Can milk and dairy products cause cancer?

  • There is no good evidence that milk and dairy cause cancer
     
  • Eating and drinking these products can reduce the risk of bowel cancer
     
  • Some studies suggest that eating large amounts of dairy could be linked to an increased risk of prostate cancer – but more research is needed

How do milk and dairy products decrease bowel cancer risk?

There is good evidence that eating and drinking dairy products decreases the risk of bowel cancer.

Milk and other dairy products contain calcium, which is important for strong bones. High calcium content is thought to be one way dairy products could decrease bowel cancer risk.

What about other cancer types?

There is no strong evidence linking dairy products to any other types of cancer. Some studies suggest there’s a link between eating and drinking large amounts of dairy and increased prostate cancer risk - but evidence for this is limited. We need further research to find out more about the potential link between dairy products and prostate cancer risk.

How much dairy should I eat or drink?

Milk and dairy are good sources of calcium and protein. Having some dairy or dairy alternatives is recommended in the NHS Eatwell Guide, as part of a healthy, balanced diet.

Not everyone can eat dairy and some people choose not to. Dairy alternatives such as calcium-fortified soya versions of milk, cheese and yoghurt, are also good sources of calcium. Try to have low-sugar and reduced-fat versions of dairy or dairy-alternatives.

Fish with bones, nuts and green, leafy vegetables are also sources of calcium.

Government guidelines recommend that adults aged 19 to 64 have 700mg of calcium a day. For more information on recommended calcium intake and dairy portion sizes, see the British Dietetic Association calcium fact sheet.

Should I be worried about casein and hormones in milk?

Casein is the main protein in milk. There is no strong evidence to show this causes cancer in humans.

Although dairy products contain hormones, this is very small compared to the amount produced naturally by the body. There is no strong evidence to show that hormones in milk could go on to cause cancer.   

In some countries, a hormone called bovine somatotrophin (BST) is used to speed up or increase the production of milk or meat. In the UK and the rest of Europe, farmers are banned from using this hormone. But this ban is on animal welfare grounds, not because there is any proven effect on human health.  

The Food Standards Agency regulates the content of dairy products, including milk. This set of standards makes sure these products are safe to eat and drink.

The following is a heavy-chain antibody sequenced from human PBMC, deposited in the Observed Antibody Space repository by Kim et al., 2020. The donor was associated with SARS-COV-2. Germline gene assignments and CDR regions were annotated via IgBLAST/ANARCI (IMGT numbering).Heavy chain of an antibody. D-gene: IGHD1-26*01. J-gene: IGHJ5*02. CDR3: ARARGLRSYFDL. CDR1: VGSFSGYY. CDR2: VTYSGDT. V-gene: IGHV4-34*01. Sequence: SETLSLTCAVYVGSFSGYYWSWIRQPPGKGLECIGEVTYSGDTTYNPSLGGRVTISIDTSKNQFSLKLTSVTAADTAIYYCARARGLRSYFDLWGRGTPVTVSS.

We regularly review and evaluate newly published research into the causes of cancer in order to shape our health information. And there are key things we look out for to evaluate any new study.

What type of study is it?

Was the study looking at cells in a dish, animals or people? Studies in animals and cells can help scientists understand the basics of cancer but they cannot replicate how things will work in humans.

So, we focus more on studies in people as they can show with much more certainty how something affects the risk of developing cancer in humans. The best studies also account for other factors that could affect someone’s cancer risk, such as whether they smoke or drink.

How many people were in the study, and how long were they followed for? Studies involving only a handful of people aren’t likely to be as reliable, because results are more likely to happen by chance. And studies that only follow people for a short timeframe can miss any potential long-term effects. Therefore, we mainly look at studies that follow hundreds or usually thousands of people for a long time because they give results we can be surer of.

Who carried out the study and where is it published?

It’s important to see if a study was published in a scientific journal and was carried out by scientists that work for a university or known institute. This is because before researchers can publish their findings in a journal, other experts who were not involved in the study will check it is accurate.

How does the study fit in with previous evidence?

Some studies show conflicting results, but we evaluate any new study within the context of all the available research and give more weight to the most rigorous scientific studies.

How to spot fake news about cancer?

Sometimes news outlets can over-inflate stories about cancer, whether it’s a new treatment, or news on what could lower or increase your risk of developing the disease. You can use the same questions we discussed above to judge a study and news story yourself.  For more tips on how to spot fake news visit our blog here.

World Cancer Research Fund/American Institute for Cancer Research. Continuous Update Project Expert Report 2018. Diet, nutrition, physical activity and colorectal cancer. https://www.wcrf.org/sites/default/files/Colorectal-cancer-report.pdf

NHS. The Eatwell Guide. 2020. https://www.nhs.uk/live-well/eat-well/the-eatwell-guide/

Public Health England. Government recommendations for energy and nutrients for males and females aged 1–18 years and 19+ years. https://assets.publishing.service.gov.uk/government/uploads/system/uploads/attachment_data/file/618167/government_dietary_recommendations.pdf

Food Standards Agency. Farming and Animal Feed. https://www.food.gov.uk/business-guidance/farming-animal-feed

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